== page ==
Fhatuwani Tshilongwane, Executive Financial Adviser at Liberty
Every thriving financial practice has its own story of growth and success that is grounded in the founder’s vision of how they can offer advice, and best build stable financial futures for their clients. However, anyone starting out in the financial advice business will need clients, which means that you are going to need time to build this base over time.
When clients sense your honesty and dedication, it will create a bond that links their financial aspirations to your vision. While this could be one’s personal recipe for success, the principle of the role always stands firm.
As a financial adviser, I consider myself a coach. Not only do I provide advice to my clients, but I train and motivate them on their journey to financial wellness. For many South Africans, having a fixed, monthly savings plan in place often gets put on the back burner when times get tough, or they are forced to dip into their existing savings to help make ends meet.
In my experience, when you advise a client to put their money away for the unforeseeable future or a big life event such as retirement, they need to know that there is a positive, long-term outcome. The latter may not always be obvious, but it is up to financial advisers to paint a bigger picture for their clients, reminding them why discipline is important when it comes to saving. Future plans should always be viewed as an exciting step forward in a client’s life, giving them the freedom to do the things they have always wanted to, but perhaps never had the time for due to work and family life.
In building your practice, your reputation and role as a professional should not be underestimated. You will find yourself becoming a significant member of the community, partaking in events and meetings which would provide you with the opportunity to meet and network with prospective clients. You will be relied and called upon when it comes to offering sound financial advice and education to your clients – future and existing.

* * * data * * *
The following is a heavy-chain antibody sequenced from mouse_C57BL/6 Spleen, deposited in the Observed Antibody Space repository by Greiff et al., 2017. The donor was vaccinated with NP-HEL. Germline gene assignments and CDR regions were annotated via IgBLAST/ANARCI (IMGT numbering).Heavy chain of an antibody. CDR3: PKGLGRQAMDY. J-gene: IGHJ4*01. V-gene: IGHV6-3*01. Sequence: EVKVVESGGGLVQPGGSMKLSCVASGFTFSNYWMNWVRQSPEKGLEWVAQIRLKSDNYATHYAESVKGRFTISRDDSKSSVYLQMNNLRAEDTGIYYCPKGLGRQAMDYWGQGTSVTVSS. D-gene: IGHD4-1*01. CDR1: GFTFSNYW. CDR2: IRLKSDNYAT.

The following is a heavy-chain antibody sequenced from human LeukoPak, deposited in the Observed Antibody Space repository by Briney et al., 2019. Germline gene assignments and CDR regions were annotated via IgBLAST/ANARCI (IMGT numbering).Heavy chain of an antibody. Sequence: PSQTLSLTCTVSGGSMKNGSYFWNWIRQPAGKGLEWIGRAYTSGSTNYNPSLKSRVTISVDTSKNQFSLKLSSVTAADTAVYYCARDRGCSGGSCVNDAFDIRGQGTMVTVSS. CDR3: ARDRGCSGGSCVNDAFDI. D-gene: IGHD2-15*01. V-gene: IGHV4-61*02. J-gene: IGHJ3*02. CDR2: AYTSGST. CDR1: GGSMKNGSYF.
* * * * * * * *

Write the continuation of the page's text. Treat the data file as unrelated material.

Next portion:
This means that you would need to set aside a significant amount of time to build relationships, and being patient and attentive in your conversations with prospective clients. Soon you will find yourself yielding great results by building a reputation for yourself, which will form part of your own success in the long run.
Again, I would like to reiterate the idea of being a coach, and not just simply an adviser. Your clients need your support and require that you walk the road with them from a long term perspective, to help them accomplish their goals. You provide them with sound advice when it comes to saving money, for example, but it is the ability to coach people into realising their dreams and aspirations into a reality that makes a real difference. This takes time from an adviser’s perspective, but it is time well spent and will grow your practice.
When you show up with vigour and integrity, your clients will see you as an ally who is committed to their life goals, and your relationship will grow from there because of this commitment and positive attitude.